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Keith Robbins and John Fisher, (ed.s) Religion and Diplomacy: Religion and British Foreign Policy, 1815 to 1941 (Pb)
[1]
39.00

Untitled document
Keith Robbins and John Fisher
University of the West of England

[2010]

ISBN 978-90-8979-036-1 paperback

List price EURO 39 / US$ 49

New Directions in Diplomatic History, 1 (History of International Relations Library, 15)


About this book

For long a missing dimension in British foreign policy, religion impinged upon the formulation of Britain's overseas interests in many ways. This was true of policy makers’ unspoken assumptions about the nature of humanity and international politics, inculcated in elite educational institutions. Religion was a tangible element in the practice of diplomacy. War, crises, and humanitarian concerns drew comment from the churches, their followers, as well as direct involvement from the Bishops in the House of Lords. This volume presents two survey chapters on the British Churches and British Foreign Policy and the nonconformist churches and British foreign policy. It is followed by case studies focusing on the Near East, Japan, relations with the Vatican, the Jewish question in British foreign policy, and the role of Archbishop Lang in the tempestuous years prior to the Second World War.


Table of Contents

Notes on Contributors
List of Abbreviations

Introduction
Keith Robbins and John Fisher

1. The British Churches and British Foreign Policy: An Overview
Keith Robbins

2. Nonconformity and British Foreign Policy
Michael Hughes

3. Britain and the Ottoman Empire 1830-1880
John Charmley

4. Religion and British policy towards the Ottoman Empire, 1875-1923
Erik Goldstein

5. A “vexed question”: Britain, the Powers, and the ‘Jewish Question’ in the Nineteenth Century
T. G. Otte

6. Odo Russell’s mission to Rome, 1858-70, and British Foreign Policy Towards the Vatican
Saho Matsumoto-Best

7. British Diplomats and Religion in Japan, 1858-1941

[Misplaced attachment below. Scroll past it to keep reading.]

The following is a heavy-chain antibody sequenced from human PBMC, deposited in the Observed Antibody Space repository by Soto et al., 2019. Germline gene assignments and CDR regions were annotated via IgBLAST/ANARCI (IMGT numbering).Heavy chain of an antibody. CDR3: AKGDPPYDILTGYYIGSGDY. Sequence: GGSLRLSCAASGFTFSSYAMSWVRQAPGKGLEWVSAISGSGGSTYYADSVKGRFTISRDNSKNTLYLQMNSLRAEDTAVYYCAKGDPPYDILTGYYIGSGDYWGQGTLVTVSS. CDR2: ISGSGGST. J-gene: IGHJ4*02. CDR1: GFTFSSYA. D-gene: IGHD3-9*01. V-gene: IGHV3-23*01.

Hamish Ion

8. The judgement of an archbishop: Cosmo Gordon Lang and British Foreign Policy, 1928-1939
Andrew Chandler

9. The Church of England and British Policy towards the Assyrians, 1914-1955
John Fisher

Index

About the Author(s)/Editor(s)

Keith Robbins, D.Litt., is Vice-Chancellor Emeritus of the University of Wales, Lampeter, having formerly been Professor of History at Bangor University and Professor of Modern History at Glasgow University. A former President of the Historical Association and editor of History, he has written prolifically on political, diplomatic, ecclesiastical, military and cultural topics.

Michael Hughes, PhD. (1991) is Professor of Russian and International History at Liverpool University. He has published widely on Russian History and Anglo-Russian relations and, more recently, on responses within the Methodist Church to international developments during the twentieth century.

John Charmley, M.A., D.Phil., F.R.Hist.S, is Professor of History at the University of East Anglia, where he has been head of School since 2002. His publications include: Duff Cooper (1986); Churchill: the end of glory (1993); The Princess and the Politicians (2005) and A History of Conservative Politics snce 1830 (2008).

Erik Goldstein is Professor of International Relations, and of History, Boston University. Previously he was Professor of International History, University of Birmingham, where he remains an Honorary Senior Research Fellow in the Centre for Byzantine, Ottoman, and Modern Greek Studies.